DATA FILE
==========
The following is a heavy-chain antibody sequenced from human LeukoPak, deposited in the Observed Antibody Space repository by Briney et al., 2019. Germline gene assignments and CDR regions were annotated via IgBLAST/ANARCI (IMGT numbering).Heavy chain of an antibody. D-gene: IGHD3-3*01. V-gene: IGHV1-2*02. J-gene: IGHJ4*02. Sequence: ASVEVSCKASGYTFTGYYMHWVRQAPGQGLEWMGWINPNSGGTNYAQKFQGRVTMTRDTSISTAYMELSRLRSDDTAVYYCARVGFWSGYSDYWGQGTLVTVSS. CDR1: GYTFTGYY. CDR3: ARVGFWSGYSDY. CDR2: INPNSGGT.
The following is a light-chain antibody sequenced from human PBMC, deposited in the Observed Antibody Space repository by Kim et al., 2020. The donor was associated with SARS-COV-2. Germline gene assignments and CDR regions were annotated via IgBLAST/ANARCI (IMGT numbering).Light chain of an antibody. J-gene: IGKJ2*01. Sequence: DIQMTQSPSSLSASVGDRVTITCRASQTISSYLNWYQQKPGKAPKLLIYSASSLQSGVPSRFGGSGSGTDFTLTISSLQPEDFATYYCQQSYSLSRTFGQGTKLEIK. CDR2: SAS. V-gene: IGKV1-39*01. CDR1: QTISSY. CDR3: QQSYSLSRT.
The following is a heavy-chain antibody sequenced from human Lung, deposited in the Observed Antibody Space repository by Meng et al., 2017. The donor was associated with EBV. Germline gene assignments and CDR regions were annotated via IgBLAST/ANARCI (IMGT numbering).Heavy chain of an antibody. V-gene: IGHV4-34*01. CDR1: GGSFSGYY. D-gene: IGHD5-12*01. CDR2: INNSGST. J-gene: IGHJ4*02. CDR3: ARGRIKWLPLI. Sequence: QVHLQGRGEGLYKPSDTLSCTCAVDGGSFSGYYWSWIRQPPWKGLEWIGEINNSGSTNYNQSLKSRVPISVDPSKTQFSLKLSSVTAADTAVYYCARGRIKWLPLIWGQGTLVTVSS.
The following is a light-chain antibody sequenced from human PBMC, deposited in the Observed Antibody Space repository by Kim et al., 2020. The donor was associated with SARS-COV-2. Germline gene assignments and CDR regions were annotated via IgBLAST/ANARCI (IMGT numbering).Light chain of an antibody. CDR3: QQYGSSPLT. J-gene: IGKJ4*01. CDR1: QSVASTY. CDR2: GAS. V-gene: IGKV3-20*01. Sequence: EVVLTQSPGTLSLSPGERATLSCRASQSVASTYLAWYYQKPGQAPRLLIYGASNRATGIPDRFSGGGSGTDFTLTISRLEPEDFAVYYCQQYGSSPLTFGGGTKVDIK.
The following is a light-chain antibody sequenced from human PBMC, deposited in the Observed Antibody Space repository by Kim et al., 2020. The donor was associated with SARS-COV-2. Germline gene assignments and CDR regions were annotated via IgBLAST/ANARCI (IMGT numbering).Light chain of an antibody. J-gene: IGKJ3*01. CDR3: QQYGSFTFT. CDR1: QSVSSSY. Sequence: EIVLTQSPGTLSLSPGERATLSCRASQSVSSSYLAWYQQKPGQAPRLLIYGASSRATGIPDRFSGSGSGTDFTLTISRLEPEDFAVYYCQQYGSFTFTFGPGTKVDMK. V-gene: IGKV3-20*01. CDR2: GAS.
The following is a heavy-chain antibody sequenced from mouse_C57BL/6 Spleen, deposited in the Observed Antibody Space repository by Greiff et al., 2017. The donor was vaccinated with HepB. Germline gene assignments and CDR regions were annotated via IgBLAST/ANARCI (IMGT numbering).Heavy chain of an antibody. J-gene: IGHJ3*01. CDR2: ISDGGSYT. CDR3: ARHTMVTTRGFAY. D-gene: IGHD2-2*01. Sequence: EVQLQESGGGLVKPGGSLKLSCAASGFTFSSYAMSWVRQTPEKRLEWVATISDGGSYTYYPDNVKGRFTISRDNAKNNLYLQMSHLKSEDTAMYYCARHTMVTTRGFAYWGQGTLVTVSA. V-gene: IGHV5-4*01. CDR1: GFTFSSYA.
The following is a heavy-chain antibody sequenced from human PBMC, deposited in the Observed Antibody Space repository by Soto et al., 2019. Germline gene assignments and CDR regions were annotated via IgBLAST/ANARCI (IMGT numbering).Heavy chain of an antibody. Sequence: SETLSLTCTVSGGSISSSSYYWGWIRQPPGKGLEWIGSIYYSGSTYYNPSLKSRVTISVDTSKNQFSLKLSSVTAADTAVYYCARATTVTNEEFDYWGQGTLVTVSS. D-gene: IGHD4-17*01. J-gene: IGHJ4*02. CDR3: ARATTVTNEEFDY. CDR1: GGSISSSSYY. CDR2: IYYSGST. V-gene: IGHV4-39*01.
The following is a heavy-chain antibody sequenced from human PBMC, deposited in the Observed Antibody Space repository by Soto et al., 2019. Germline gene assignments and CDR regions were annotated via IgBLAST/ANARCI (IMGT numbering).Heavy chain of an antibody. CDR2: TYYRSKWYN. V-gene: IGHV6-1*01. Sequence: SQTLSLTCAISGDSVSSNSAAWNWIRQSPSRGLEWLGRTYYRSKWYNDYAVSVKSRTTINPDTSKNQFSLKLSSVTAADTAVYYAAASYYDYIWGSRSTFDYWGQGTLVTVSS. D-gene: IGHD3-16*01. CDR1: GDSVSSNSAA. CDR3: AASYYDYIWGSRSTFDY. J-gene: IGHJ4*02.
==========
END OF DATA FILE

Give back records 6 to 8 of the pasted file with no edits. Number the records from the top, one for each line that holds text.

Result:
The following is a heavy-chain antibody sequenced from mouse_C57BL/6 Spleen, deposited in the Observed Antibody Space repository by Greiff et al., 2017. The donor was vaccinated with HepB. Germline gene assignments and CDR regions were annotated via IgBLAST/ANARCI (IMGT numbering).Heavy chain of an antibody. J-gene: IGHJ3*01. CDR2: ISDGGSYT. CDR3: ARHTMVTTRGFAY. D-gene: IGHD2-2*01. Sequence: EVQLQESGGGLVKPGGSLKLSCAASGFTFSSYAMSWVRQTPEKRLEWVATISDGGSYTYYPDNVKGRFTISRDNAKNNLYLQMSHLKSEDTAMYYCARHTMVTTRGFAYWGQGTLVTVSA. V-gene: IGHV5-4*01. CDR1: GFTFSSYA.
The following is a heavy-chain antibody sequenced from human PBMC, deposited in the Observed Antibody Space repository by Soto et al., 2019. Germline gene assignments and CDR regions were annotated via IgBLAST/ANARCI (IMGT numbering).Heavy chain of an antibody. Sequence: SETLSLTCTVSGGSISSSSYYWGWIRQPPGKGLEWIGSIYYSGSTYYNPSLKSRVTISVDTSKNQFSLKLSSVTAADTAVYYCARATTVTNEEFDYWGQGTLVTVSS. D-gene: IGHD4-17*01. J-gene: IGHJ4*02. CDR3: ARATTVTNEEFDY. CDR1: GGSISSSSYY. CDR2: IYYSGST. V-gene: IGHV4-39*01.
The following is a heavy-chain antibody sequenced from human PBMC, deposited in the Observed Antibody Space repository by Soto et al., 2019. Germline gene assignments and CDR regions were annotated via IgBLAST/ANARCI (IMGT numbering).Heavy chain of an antibody. CDR2: TYYRSKWYN. V-gene: IGHV6-1*01. Sequence: SQTLSLTCAISGDSVSSNSAAWNWIRQSPSRGLEWLGRTYYRSKWYNDYAVSVKSRTTINPDTSKNQFSLKLSSVTAADTAVYYAAASYYDYIWGSRSTFDYWGQGTLVTVSS. D-gene: IGHD3-16*01. CDR1: GDSVSSNSAA. CDR3: AASYYDYIWGSRSTFDY. J-gene: IGHJ4*02.